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Nat Med. 2015 Dec;21(12):1395-9. doi: 10.1038/nm.4004.

Translational strategies in aging and age-related disease.

Author information

1
Department of Oncology, Johns Hopkins University School of Medicine, Baltimore, Maryland, USA.
2
Translational Gerontology Branch, National Institute on Aging (NIA), National Institutes of Health (NIH), Baltimore, Maryland, USA.
3
Novartis Institutes for BioMedical Research, Cambridge, Massachusetts, USA.
4
Institute of Healthy Ageing, Department of Genetics, Evolution, and Environment, University College London, London, UK.
5
Max Planck Institute for Biology of Ageing, Cologne, Germany.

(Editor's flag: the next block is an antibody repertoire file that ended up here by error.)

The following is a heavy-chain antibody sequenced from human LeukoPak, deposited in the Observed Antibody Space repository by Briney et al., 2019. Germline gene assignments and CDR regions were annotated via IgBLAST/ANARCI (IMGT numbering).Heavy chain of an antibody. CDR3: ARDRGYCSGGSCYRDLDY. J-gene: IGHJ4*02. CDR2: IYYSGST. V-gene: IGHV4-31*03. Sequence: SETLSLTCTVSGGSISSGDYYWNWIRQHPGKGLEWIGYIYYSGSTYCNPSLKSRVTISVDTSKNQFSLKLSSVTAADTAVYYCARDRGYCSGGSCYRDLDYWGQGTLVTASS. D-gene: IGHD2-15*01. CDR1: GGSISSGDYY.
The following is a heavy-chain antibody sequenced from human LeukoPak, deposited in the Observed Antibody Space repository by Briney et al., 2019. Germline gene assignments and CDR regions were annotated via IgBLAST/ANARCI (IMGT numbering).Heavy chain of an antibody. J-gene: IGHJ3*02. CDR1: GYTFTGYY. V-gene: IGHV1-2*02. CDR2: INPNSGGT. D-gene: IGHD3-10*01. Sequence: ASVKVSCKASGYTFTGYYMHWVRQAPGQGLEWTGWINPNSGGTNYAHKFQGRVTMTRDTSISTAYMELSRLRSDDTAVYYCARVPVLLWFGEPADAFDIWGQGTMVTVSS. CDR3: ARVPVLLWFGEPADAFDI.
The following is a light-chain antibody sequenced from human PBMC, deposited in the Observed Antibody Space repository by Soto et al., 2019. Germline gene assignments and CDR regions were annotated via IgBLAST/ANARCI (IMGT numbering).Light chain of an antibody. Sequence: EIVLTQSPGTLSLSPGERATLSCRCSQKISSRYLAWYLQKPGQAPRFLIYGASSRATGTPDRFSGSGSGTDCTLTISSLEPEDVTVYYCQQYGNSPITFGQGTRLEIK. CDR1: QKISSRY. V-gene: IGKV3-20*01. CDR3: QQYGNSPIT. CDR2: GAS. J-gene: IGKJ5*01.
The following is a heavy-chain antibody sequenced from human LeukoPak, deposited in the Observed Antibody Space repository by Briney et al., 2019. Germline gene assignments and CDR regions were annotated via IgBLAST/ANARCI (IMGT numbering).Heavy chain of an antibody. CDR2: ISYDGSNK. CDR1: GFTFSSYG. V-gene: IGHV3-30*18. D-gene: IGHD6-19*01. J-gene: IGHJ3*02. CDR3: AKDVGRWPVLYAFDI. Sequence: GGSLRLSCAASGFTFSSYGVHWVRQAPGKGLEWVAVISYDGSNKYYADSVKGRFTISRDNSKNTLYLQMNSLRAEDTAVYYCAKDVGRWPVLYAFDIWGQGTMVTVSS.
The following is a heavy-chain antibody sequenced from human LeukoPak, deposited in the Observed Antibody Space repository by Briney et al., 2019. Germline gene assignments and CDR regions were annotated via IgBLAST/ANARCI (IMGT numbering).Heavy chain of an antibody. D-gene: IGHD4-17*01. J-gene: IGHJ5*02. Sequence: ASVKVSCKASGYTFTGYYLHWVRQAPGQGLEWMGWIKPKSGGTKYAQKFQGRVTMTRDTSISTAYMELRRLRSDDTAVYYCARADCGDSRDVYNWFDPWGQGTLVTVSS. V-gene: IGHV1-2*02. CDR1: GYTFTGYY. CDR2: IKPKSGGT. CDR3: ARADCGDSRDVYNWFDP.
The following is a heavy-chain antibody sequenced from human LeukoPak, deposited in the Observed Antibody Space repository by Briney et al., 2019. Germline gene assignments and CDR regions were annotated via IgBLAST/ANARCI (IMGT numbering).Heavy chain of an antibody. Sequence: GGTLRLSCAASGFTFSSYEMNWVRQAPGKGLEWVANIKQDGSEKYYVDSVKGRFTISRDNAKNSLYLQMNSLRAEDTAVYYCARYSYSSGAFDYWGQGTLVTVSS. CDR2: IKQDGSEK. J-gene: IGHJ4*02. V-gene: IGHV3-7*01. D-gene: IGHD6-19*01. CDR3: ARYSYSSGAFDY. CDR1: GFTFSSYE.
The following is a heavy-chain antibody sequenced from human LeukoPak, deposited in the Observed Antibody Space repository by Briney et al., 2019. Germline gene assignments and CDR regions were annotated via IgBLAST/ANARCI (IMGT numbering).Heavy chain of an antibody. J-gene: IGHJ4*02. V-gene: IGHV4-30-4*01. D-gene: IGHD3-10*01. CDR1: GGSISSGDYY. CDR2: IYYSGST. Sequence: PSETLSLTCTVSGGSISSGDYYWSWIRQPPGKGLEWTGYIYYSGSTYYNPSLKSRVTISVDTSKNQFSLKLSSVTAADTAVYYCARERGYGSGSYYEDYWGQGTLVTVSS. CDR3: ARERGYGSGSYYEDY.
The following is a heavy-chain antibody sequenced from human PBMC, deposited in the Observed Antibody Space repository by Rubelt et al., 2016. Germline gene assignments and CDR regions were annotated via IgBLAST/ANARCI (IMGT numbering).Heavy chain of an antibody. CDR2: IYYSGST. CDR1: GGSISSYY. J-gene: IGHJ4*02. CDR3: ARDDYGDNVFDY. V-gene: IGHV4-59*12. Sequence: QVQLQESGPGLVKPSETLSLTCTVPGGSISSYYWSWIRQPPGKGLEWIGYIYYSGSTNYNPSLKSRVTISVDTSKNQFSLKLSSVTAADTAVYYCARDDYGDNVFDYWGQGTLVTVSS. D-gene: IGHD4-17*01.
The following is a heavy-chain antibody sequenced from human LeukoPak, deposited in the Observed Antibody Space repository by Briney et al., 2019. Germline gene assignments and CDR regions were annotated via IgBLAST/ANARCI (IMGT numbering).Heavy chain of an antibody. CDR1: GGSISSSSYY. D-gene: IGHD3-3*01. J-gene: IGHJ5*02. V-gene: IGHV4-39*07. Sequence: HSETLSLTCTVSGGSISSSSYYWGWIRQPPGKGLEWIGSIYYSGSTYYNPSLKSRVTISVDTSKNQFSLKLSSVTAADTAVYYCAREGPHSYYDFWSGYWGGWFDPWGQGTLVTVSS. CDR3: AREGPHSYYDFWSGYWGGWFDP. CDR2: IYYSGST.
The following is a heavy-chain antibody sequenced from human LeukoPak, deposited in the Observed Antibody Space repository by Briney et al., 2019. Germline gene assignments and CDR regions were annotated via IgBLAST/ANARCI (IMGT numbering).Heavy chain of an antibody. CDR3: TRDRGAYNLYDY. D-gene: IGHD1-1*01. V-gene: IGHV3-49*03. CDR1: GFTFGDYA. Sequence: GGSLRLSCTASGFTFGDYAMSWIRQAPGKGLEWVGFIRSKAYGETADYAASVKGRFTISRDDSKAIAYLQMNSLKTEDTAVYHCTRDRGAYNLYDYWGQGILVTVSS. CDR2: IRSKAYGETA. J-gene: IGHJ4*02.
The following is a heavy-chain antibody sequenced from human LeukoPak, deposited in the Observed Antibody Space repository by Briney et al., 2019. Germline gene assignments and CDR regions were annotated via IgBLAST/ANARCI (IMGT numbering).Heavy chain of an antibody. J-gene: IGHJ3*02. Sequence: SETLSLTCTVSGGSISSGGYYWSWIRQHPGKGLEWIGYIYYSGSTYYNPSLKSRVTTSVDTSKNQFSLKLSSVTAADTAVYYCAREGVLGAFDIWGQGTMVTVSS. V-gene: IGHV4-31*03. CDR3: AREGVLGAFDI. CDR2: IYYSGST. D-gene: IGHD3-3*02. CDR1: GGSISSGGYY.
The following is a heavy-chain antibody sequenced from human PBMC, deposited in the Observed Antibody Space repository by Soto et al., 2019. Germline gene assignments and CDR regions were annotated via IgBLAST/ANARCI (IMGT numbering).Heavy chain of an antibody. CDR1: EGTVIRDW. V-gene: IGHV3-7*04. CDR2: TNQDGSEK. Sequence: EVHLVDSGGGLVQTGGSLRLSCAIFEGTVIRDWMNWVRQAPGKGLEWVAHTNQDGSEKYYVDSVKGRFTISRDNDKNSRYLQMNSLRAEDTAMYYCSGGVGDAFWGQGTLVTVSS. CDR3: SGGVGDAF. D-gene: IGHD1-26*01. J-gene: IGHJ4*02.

6
Department of Pediatric and Adolescent Medicine, Mayo Clinic, Rochester, Minnesota, USA.
7
Department of Biochemistry and Molecular Biology, Mayo Clinic, Rochester, Minnesota, USA.
8
Department of Anatomy, University of California, San Francisco, San Francisco, California, USA.

Abstract

Aging is a risk factor for several of the world's most prevalent diseases, including neurodegenerative disorders, cancer, cardiovascular disease and metabolic disease. Although our understanding of the molecular pathways that contribute to the aging process and age-related disease is progressing through the use of model organisms, how to apply this knowledge in the clinic is less clear. In September, Nature Medicine, in collaboration with the Volkswagen Foundation, hosted a conference at the beautiful Herrenhausen Palace in Hannover, Germany with the goal of broadening our understanding of the aging process and its meaning as a 'risk factor' in disease. Here, several of the speakers at that conference answer questions posed by Nature Medicine.

PMID:
26646495
DOI:
10.1038/nm.4004
[Indexed for MEDLINE]

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